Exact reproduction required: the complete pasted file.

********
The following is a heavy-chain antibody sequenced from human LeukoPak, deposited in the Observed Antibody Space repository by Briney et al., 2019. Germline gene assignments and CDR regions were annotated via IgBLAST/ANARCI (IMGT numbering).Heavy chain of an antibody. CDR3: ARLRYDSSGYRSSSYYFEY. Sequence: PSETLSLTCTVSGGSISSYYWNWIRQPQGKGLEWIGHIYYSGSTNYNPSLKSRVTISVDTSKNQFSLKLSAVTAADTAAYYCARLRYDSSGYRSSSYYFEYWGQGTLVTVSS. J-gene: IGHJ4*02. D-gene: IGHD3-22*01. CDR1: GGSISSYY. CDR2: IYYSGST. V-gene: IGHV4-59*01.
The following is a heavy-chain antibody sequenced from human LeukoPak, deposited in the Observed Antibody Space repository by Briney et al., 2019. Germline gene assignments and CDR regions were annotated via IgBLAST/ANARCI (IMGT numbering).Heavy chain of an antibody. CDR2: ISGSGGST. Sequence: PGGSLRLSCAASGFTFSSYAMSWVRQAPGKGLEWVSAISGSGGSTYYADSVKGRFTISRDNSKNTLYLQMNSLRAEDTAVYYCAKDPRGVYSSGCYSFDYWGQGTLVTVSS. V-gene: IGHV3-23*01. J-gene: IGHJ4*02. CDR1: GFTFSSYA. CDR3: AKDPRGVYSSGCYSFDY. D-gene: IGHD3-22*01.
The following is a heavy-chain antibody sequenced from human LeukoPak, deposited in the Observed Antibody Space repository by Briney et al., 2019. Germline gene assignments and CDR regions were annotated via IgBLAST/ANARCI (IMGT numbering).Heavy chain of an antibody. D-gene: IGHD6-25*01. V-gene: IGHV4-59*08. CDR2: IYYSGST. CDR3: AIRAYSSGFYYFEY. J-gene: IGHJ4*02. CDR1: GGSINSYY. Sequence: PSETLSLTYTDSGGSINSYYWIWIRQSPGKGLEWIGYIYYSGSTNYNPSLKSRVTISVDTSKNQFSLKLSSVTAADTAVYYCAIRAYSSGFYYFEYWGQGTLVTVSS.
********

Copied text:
The following is a heavy-chain antibody sequenced from human LeukoPak, deposited in the Observed Antibody Space repository by Briney et al., 2019. Germline gene assignments and CDR regions were annotated via IgBLAST/ANARCI (IMGT numbering).Heavy chain of an antibody. CDR3: ARLRYDSSGYRSSSYYFEY. Sequence: PSETLSLTCTVSGGSISSYYWNWIRQPQGKGLEWIGHIYYSGSTNYNPSLKSRVTISVDTSKNQFSLKLSAVTAADTAAYYCARLRYDSSGYRSSSYYFEYWGQGTLVTVSS. J-gene: IGHJ4*02. D-gene: IGHD3-22*01. CDR1: GGSISSYY. CDR2: IYYSGST. V-gene: IGHV4-59*01.
The following is a heavy-chain antibody sequenced from human LeukoPak, deposited in the Observed Antibody Space repository by Briney et al., 2019. Germline gene assignments and CDR regions were annotated via IgBLAST/ANARCI (IMGT numbering).Heavy chain of an antibody. CDR2: ISGSGGST. Sequence: PGGSLRLSCAASGFTFSSYAMSWVRQAPGKGLEWVSAISGSGGSTYYADSVKGRFTISRDNSKNTLYLQMNSLRAEDTAVYYCAKDPRGVYSSGCYSFDYWGQGTLVTVSS. V-gene: IGHV3-23*01. J-gene: IGHJ4*02. CDR1: GFTFSSYA. CDR3: AKDPRGVYSSGCYSFDY. D-gene: IGHD3-22*01.
The following is a heavy-chain antibody sequenced from human LeukoPak, deposited in the Observed Antibody Space repository by Briney et al., 2019. Germline gene assignments and CDR regions were annotated via IgBLAST/ANARCI (IMGT numbering).Heavy chain of an antibody. D-gene: IGHD6-25*01. V-gene: IGHV4-59*08. CDR2: IYYSGST. CDR3: AIRAYSSGFYYFEY. J-gene: IGHJ4*02. CDR1: GGSINSYY. Sequence: PSETLSLTYTDSGGSINSYYWIWIRQSPGKGLEWIGYIYYSGSTNYNPSLKSRVTISVDTSKNQFSLKLSSVTAADTAVYYCAIRAYSSGFYYFEYWGQGTLVTVSS.